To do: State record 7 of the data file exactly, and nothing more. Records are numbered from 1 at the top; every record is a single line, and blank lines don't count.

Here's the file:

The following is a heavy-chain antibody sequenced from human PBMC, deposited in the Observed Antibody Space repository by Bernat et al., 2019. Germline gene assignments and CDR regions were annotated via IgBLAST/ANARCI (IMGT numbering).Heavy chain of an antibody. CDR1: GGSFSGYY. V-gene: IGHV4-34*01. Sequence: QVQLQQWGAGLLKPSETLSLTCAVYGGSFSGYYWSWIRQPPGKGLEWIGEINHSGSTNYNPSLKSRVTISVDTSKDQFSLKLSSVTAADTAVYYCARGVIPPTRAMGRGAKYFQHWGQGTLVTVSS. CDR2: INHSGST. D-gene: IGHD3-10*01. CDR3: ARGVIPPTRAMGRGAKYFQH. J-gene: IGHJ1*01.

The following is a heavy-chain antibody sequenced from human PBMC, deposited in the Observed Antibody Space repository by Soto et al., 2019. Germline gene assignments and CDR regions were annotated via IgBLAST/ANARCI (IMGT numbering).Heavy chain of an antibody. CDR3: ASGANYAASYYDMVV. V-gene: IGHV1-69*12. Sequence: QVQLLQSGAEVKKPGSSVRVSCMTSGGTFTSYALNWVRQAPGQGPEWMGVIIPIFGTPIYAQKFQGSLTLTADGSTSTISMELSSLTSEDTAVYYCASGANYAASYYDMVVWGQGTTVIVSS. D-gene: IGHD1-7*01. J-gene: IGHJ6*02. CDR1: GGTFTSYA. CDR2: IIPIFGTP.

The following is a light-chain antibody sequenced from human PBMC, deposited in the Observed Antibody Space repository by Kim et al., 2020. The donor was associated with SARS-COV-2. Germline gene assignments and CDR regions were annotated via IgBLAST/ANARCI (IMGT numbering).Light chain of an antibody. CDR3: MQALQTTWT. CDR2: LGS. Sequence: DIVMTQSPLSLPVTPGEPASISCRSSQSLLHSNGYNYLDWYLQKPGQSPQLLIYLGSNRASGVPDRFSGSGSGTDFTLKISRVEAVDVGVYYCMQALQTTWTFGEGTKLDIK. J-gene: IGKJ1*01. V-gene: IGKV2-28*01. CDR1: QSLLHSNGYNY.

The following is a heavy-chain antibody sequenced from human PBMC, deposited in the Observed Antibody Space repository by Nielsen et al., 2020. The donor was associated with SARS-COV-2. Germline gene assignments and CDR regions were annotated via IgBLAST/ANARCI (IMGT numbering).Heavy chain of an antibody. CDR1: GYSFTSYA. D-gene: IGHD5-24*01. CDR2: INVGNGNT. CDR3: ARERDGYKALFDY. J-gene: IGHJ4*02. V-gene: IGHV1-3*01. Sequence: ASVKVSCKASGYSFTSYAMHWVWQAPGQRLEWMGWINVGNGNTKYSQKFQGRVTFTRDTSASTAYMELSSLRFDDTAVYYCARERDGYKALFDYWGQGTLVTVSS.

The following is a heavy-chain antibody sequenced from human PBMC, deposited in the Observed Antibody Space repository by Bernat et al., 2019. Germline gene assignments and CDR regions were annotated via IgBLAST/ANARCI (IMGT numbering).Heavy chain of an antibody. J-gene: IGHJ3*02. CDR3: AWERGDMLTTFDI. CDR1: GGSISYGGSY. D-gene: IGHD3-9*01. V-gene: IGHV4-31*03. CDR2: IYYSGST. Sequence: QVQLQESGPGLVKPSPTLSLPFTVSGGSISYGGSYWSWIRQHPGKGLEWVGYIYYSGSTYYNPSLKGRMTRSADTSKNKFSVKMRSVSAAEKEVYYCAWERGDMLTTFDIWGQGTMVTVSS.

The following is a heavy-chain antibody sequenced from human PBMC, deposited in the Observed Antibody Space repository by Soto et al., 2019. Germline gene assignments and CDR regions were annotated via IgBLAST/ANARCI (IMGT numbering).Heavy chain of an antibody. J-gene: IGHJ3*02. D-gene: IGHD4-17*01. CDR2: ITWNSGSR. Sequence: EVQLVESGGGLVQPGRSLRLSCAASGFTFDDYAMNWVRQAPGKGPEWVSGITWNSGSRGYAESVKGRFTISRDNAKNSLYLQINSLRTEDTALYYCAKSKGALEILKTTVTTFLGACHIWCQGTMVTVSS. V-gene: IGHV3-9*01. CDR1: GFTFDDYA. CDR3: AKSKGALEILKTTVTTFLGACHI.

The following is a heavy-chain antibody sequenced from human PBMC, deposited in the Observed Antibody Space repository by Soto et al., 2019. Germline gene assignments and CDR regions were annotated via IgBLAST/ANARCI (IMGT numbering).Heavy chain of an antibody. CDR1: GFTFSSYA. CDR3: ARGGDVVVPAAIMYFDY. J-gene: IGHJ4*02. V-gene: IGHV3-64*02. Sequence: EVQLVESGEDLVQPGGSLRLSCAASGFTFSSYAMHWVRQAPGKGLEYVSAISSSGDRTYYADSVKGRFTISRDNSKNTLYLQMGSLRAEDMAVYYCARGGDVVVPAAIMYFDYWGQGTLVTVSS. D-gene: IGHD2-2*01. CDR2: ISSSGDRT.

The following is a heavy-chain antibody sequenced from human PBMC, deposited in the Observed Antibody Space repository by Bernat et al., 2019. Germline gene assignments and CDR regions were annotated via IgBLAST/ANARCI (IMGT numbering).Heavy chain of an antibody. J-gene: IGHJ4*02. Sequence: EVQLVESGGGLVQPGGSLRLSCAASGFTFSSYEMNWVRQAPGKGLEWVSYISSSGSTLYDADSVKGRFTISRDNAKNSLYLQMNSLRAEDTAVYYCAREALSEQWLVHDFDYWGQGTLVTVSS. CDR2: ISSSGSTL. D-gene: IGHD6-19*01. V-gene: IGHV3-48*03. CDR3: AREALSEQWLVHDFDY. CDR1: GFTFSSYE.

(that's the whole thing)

The following is a heavy-chain antibody sequenced from human PBMC, deposited in the Observed Antibody Space repository by Soto et al., 2019. Germline gene assignments and CDR regions were annotated via IgBLAST/ANARCI (IMGT numbering).Heavy chain of an antibody. CDR1: GFTFSSYA. CDR3: ARGGDVVVPAAIMYFDY. J-gene: IGHJ4*02. V-gene: IGHV3-64*02. Sequence: EVQLVESGEDLVQPGGSLRLSCAASGFTFSSYAMHWVRQAPGKGLEYVSAISSSGDRTYYADSVKGRFTISRDNSKNTLYLQMGSLRAEDMAVYYCARGGDVVVPAAIMYFDYWGQGTLVTVSS. D-gene: IGHD2-2*01. CDR2: ISSSGDRT.